“Because the cure of MDR-TB takes long, some patients become depressed for fear that the disease may never cure after all,” Gatare added.

Gasana says that many health facilities in the country still depend on old fashioned microscopes with low sensitivity to diagnose TB, making it difficult to effectively screen ailments like MDR-TB.

He adds that the country has few radiologists, about five or six, and most of them are concentrated around Kigali, reducing chances of diagnosing the disease through powerful machines like X-ray or C.T scan.

According to the World Health Organisation (WHO), TB is second only to HIV/Aids as the greatest killer worldwide. For instance In 2013, 9 million people fell ill with TB and 1.5 million died from the disease, and  over 95% of  them (deaths) occur in low-and middle-income countries, and it is among the top 5 causes of death for women aged 15 to 44. The statistics add that an estimated 550,000 children became ill with TB and 80,000 HIV-negative children died of TB in the same year. And it is the leading killer of HIV-positive people causing one fourth of all HIV-related deaths.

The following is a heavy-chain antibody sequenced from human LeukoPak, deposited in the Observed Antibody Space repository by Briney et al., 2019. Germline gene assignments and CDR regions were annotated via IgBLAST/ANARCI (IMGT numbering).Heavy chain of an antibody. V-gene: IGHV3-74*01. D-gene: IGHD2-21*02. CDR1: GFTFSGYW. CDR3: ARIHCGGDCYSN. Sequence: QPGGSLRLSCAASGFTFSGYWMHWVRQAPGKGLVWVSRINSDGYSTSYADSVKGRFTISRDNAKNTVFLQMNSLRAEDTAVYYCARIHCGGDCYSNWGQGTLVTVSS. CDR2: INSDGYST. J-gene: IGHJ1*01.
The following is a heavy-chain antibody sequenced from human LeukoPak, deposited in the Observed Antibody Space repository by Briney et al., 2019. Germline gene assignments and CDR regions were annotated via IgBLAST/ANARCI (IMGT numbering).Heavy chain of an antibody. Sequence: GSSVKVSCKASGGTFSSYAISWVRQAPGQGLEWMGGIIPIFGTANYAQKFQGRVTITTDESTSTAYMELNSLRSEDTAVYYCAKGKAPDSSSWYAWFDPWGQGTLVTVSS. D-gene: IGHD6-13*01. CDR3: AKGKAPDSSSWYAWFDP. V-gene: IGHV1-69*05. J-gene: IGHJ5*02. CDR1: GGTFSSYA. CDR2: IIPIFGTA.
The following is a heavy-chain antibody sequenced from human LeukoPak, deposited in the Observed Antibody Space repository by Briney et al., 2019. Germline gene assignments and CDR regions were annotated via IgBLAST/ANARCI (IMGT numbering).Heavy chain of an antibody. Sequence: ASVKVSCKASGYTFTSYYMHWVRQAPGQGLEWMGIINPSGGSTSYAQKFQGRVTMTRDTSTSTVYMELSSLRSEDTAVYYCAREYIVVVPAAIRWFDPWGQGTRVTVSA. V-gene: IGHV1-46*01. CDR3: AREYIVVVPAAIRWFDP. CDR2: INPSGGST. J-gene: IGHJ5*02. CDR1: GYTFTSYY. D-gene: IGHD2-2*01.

The report adds that in the same year, an estimated 480,000 people developed multidrug resistant TB (MDR-TB).

“However, the TB death rate dropped 45% between 1990 and 2013. An estimated 37 million lives were saved through TB diagnosis and treatment between 2000 and 2013,” the report notes.

What is TB?

According to WHO, “TB, is an infectious bacterial disease caused by Mycobacterium tuberculosis, which most commonly affects the lungs. It is transmitted from person to person via droplets from the throat and lungs of people with the active respiratory disease.”